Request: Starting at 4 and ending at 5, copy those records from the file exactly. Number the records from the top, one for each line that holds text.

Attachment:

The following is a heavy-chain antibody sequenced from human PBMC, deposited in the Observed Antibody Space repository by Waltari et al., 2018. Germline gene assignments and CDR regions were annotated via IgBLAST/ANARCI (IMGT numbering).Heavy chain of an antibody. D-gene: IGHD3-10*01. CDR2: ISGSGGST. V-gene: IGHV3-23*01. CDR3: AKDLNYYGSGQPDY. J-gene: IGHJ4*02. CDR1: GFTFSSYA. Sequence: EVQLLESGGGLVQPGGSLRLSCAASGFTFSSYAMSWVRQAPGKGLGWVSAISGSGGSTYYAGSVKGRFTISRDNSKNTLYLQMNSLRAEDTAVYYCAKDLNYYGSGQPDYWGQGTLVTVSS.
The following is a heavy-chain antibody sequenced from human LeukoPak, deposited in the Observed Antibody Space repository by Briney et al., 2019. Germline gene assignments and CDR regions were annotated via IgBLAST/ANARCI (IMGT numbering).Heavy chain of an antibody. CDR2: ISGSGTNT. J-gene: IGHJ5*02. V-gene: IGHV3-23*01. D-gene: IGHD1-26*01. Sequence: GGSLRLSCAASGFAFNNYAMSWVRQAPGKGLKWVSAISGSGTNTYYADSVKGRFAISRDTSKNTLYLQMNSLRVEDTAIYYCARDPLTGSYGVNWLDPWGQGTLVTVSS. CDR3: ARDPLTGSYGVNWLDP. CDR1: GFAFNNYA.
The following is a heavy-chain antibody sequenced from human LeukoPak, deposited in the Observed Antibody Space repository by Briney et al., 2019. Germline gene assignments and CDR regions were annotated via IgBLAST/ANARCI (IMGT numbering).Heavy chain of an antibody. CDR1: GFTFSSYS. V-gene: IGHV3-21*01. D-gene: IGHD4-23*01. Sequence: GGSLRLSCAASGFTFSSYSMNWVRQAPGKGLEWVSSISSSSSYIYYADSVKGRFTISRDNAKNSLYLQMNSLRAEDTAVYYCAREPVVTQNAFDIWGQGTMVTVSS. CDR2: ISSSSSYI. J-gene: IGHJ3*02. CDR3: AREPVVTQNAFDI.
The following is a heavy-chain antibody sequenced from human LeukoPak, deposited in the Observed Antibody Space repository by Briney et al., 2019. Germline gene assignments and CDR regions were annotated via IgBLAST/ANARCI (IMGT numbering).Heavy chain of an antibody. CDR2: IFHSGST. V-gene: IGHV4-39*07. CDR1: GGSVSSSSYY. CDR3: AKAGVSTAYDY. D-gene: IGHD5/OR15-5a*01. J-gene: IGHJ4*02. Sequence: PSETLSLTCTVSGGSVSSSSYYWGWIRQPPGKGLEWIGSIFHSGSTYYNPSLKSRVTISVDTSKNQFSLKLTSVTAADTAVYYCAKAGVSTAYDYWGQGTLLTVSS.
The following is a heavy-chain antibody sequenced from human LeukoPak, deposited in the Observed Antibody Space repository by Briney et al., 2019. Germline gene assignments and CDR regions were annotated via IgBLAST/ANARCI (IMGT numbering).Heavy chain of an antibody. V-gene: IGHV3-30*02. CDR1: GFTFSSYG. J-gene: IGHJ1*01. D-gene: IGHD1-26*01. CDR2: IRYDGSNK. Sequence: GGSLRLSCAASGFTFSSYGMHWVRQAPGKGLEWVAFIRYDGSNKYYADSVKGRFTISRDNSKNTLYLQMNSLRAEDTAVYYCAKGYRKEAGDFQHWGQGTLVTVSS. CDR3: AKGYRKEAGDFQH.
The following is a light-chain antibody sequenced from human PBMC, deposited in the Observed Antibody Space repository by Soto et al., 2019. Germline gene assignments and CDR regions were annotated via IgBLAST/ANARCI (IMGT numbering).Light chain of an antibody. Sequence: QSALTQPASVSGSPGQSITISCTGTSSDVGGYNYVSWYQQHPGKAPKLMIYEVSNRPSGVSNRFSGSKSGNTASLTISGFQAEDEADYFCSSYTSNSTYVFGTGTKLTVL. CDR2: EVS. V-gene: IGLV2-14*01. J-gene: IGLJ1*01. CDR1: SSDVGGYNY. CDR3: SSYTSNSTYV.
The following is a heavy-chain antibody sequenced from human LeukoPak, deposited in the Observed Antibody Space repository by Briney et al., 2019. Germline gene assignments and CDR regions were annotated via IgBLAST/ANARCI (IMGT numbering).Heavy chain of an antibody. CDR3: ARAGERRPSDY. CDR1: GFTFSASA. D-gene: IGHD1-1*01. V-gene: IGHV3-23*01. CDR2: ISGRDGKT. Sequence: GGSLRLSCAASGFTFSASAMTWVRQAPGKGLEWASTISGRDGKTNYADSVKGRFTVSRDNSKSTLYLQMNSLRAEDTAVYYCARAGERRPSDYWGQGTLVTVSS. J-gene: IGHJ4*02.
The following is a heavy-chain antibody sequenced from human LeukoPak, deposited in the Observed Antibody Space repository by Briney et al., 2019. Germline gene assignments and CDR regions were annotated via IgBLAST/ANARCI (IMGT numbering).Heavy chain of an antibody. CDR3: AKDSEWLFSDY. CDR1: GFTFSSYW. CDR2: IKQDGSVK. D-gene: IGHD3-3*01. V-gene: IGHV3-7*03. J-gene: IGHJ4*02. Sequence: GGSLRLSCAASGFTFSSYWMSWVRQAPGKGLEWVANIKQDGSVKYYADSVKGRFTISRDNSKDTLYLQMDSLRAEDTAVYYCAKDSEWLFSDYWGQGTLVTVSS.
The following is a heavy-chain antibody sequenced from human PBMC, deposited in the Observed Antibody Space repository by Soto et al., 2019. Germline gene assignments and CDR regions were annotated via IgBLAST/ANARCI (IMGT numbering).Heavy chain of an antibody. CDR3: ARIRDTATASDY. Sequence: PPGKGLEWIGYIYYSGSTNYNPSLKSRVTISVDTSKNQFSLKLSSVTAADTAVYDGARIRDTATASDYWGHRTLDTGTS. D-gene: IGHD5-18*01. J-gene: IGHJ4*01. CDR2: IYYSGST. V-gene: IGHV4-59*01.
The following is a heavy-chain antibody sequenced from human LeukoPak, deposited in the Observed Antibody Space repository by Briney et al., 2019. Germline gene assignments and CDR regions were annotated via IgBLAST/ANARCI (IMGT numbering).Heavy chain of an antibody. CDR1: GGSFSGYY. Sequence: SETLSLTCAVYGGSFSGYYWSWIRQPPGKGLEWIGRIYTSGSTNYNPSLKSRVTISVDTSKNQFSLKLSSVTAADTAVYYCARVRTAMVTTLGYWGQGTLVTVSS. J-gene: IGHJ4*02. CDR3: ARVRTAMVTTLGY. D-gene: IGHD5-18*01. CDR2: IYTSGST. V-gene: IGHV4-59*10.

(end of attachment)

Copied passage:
The following is a heavy-chain antibody sequenced from human LeukoPak, deposited in the Observed Antibody Space repository by Briney et al., 2019. Germline gene assignments and CDR regions were annotated via IgBLAST/ANARCI (IMGT numbering).Heavy chain of an antibody. CDR2: IFHSGST. V-gene: IGHV4-39*07. CDR1: GGSVSSSSYY. CDR3: AKAGVSTAYDY. D-gene: IGHD5/OR15-5a*01. J-gene: IGHJ4*02. Sequence: PSETLSLTCTVSGGSVSSSSYYWGWIRQPPGKGLEWIGSIFHSGSTYYNPSLKSRVTISVDTSKNQFSLKLTSVTAADTAVYYCAKAGVSTAYDYWGQGTLLTVSS.
The following is a heavy-chain antibody sequenced from human LeukoPak, deposited in the Observed Antibody Space repository by Briney et al., 2019. Germline gene assignments and CDR regions were annotated via IgBLAST/ANARCI (IMGT numbering).Heavy chain of an antibody. V-gene: IGHV3-30*02. CDR1: GFTFSSYG. J-gene: IGHJ1*01. D-gene: IGHD1-26*01. CDR2: IRYDGSNK. Sequence: GGSLRLSCAASGFTFSSYGMHWVRQAPGKGLEWVAFIRYDGSNKYYADSVKGRFTISRDNSKNTLYLQMNSLRAEDTAVYYCAKGYRKEAGDFQHWGQGTLVTVSS. CDR3: AKGYRKEAGDFQH.